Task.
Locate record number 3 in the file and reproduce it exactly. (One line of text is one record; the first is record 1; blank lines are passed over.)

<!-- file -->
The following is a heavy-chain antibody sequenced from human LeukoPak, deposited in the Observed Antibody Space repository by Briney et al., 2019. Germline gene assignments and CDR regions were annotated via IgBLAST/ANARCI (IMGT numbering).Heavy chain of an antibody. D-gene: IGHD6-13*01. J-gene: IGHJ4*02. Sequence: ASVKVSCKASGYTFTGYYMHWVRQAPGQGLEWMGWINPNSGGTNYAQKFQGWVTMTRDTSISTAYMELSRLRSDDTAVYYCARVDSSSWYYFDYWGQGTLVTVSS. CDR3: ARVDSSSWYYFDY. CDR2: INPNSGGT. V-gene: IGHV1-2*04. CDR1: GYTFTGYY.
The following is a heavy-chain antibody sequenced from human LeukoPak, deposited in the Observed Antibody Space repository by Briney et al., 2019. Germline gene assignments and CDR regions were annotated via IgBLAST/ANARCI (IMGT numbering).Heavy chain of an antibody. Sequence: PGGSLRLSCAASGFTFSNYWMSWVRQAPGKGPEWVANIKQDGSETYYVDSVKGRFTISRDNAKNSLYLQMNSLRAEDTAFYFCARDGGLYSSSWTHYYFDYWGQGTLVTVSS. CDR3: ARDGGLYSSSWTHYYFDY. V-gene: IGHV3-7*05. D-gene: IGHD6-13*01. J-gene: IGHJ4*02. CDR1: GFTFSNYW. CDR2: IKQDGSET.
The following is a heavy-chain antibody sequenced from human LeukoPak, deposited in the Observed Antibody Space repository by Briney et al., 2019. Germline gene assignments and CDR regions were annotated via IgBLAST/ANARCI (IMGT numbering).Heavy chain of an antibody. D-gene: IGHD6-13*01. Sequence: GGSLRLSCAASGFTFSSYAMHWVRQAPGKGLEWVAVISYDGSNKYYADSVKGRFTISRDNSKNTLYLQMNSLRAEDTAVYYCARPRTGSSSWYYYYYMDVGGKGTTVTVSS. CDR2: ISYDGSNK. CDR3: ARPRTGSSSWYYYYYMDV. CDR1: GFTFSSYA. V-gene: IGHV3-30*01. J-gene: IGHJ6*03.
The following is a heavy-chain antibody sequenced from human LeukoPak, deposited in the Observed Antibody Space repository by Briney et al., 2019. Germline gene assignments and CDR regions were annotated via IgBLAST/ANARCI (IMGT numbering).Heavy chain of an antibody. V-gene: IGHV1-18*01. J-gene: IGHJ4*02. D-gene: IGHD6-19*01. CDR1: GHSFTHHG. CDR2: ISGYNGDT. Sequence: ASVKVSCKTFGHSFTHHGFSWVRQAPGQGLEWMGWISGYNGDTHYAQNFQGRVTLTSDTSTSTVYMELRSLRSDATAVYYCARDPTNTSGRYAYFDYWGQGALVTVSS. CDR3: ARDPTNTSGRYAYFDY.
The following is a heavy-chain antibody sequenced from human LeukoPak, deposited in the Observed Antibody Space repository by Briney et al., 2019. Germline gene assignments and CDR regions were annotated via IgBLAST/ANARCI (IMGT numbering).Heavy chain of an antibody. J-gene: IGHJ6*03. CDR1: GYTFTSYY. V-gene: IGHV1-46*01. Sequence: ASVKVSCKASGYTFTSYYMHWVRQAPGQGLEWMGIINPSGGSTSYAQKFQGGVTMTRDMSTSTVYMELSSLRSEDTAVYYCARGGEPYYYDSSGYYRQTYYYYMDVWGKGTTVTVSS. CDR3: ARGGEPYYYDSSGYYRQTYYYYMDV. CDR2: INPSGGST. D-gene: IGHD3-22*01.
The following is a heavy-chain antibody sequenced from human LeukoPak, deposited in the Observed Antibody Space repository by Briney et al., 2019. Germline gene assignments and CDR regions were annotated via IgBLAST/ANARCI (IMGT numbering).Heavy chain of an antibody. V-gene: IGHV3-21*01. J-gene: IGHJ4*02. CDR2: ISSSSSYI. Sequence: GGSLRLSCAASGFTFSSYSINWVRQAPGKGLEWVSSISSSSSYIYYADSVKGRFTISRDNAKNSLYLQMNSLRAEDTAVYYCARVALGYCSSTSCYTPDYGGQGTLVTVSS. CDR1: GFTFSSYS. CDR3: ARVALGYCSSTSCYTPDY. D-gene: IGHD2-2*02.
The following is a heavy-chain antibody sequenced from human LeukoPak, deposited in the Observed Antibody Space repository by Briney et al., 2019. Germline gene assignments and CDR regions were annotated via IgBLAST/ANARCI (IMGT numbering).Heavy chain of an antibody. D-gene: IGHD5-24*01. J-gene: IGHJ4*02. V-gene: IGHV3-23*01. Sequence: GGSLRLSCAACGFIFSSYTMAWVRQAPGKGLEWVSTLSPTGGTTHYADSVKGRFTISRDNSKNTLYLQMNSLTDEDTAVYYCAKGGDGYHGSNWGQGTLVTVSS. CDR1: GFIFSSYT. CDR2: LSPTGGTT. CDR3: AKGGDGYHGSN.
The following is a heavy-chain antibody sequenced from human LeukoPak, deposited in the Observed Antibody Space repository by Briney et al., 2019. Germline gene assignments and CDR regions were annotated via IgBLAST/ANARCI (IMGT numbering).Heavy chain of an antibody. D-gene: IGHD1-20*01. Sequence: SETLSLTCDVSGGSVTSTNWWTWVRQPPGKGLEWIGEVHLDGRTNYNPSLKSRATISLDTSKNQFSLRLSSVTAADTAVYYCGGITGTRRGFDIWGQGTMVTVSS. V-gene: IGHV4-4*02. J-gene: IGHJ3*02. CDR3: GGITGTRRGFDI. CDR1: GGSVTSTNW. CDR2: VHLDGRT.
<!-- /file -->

The following is a heavy-chain antibody sequenced from human LeukoPak, deposited in the Observed Antibody Space repository by Briney et al., 2019. Germline gene assignments and CDR regions were annotated via IgBLAST/ANARCI (IMGT numbering).Heavy chain of an antibody. D-gene: IGHD6-13*01. Sequence: GGSLRLSCAASGFTFSSYAMHWVRQAPGKGLEWVAVISYDGSNKYYADSVKGRFTISRDNSKNTLYLQMNSLRAEDTAVYYCARPRTGSSSWYYYYYMDVGGKGTTVTVSS. CDR2: ISYDGSNK. CDR3: ARPRTGSSSWYYYYYMDV. CDR1: GFTFSSYA. V-gene: IGHV3-30*01. J-gene: IGHJ6*03.